I had a listen to the first lecture of Grayson Perry – The Reith Lectures 2013 a couple of weeks ago. I loved his comments and disregard (?) of the artworld and his analysis of International Art English language.
since coming across this, I heard also that Grayson Perry and Brian Eno are working together. I can’t wait to see/hear what comes of this collaboration!
the BBC blurb:
“The award-winning artist Grayson Perry presents the 2013 BBC Reith Lectures, titled Playing to the Gallery. Across four programmes he discusses what makes him an artist, the limits of contemporary art, how to gauge the quality of new artworks and the future of the avant-garde.”
http://www.bbc.co.uk/podcasts/series/reith – podcasts of the lectures & related material
http://www.bbc.co.uk/programmes/b03969vt – Democracy Has Bad Taste: Grayson Perry: Playing to the Gallery: 2013 Episode 1 of 4
I see that the first lecture is also available on youtube
Grayson Perry- Reith Lecture No.1: Democracy Has Bad Taste http://www.youtube.com/watch?v=DtehJ3O3vMk
this weekend in the UK the “Subversive Stitch Revisited: The Politics of Cloth” conference was (is being) held. as it’s a bit far to go from Australia, I missed out on attending the lectures. their twitter feed mentions the sessions will be uploaded as podcasts soon, so I shall try to take a listen to them. I have a copy of the original book, “The Subversive Stitch: embroidery and the making of the feminine (1984)” by Rozsika Parker, though I have only browsed through it. I hope to read more over the Christmas break (along with Colour book).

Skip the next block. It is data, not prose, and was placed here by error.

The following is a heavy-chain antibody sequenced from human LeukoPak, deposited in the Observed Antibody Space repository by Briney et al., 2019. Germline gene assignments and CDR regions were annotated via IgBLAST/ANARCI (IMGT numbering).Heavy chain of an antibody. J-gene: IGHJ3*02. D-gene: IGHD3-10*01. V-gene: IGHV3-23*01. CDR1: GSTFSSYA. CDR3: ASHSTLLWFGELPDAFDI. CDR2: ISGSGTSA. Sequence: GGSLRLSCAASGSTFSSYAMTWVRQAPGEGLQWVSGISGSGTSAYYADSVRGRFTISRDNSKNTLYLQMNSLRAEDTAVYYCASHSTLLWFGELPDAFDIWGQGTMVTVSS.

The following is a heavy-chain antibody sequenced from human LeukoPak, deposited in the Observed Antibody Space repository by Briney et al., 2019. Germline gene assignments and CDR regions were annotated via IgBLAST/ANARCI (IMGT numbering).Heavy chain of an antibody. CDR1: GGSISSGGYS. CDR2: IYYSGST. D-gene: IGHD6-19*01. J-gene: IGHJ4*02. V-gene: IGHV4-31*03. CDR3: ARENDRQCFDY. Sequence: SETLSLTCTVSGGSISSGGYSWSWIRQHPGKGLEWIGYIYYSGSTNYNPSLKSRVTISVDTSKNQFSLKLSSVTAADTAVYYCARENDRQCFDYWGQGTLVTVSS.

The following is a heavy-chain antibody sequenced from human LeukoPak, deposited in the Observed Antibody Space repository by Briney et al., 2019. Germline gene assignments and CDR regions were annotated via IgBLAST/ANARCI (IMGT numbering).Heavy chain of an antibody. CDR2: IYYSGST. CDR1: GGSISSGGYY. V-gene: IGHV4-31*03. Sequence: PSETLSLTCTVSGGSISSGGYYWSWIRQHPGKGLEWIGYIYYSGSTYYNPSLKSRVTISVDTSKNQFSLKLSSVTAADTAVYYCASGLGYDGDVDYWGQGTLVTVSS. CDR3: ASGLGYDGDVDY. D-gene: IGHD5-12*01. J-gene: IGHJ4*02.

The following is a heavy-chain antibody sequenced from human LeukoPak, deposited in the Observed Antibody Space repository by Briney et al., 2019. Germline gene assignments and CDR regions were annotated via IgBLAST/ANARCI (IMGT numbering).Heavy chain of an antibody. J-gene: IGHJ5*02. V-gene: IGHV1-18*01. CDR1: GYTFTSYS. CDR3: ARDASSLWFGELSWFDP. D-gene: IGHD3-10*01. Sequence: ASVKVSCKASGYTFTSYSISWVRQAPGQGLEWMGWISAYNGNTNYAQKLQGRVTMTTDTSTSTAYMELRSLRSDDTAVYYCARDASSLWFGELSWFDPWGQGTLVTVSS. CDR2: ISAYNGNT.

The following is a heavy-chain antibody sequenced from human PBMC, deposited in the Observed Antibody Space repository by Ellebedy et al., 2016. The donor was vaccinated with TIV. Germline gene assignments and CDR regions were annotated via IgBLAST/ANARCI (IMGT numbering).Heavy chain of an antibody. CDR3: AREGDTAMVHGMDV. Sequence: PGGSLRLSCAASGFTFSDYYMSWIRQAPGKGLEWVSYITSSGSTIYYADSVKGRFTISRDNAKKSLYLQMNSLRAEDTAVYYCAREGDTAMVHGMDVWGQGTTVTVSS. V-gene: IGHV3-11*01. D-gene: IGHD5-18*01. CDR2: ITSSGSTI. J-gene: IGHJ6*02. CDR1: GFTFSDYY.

here’s an image of the flyer:
event details, from the ticket site:
Keynote Speakers include: Professor Griselda Pollock, University of Leeds
The Subversive Stitch Revisited: The Politics of Cloth will explore the legacy of Rozsika Parker’s groundbreaking book, The Subversive Stitch: embroidery and the making of the feminine (1984) and two landmark exhibitions from 1988 that developed Parker’s ideas. It will consist of a two day event held at the Victoria and Albert Museum, and an online resource that will include documentation of the event. The Subversive Stitch Revisited will be dedicated to the memory of Rozsika Parker, who died in 2010.
Presentations taking place on Friday (29/11/2013) will reflect on the art and feminist debates of the 1970s and 80s from which the exhibitions emerged. It will feature keynote presentations by Griselda Pollock and American artist Elaine Reichek in conversation with Jenni Sorkin (University of California, Santa Barbara). Saturday (30/11/2013) explores the politics of cloth now, focusing on current activity by both women and men that addresses ethical, social and global issues, and on cloth as a subversive strategy.
Speakers and presenters include:Megha Rajguru + Nicola Ashmore, Đorđe Balmazović, Michael Bath, Claire Barber + Rowan Bailey, Lise Bjørne Linnert, Leah Borromeo, Anthea Black + Nicole Burisch, Christine Checinska, Sarah Corbett, Steffi Duarte, Leora Farber, Elke Gaugele, Betsy Greer, Roisin Inglesby, Alexandra Kokoli, Kimberly Lamm, Anne Moore, Brenda Schmahmann, Rose Sinclair, Jenni Sorkin, Matt Smith, Lisa Vinebaum, Liese Van Der Watt.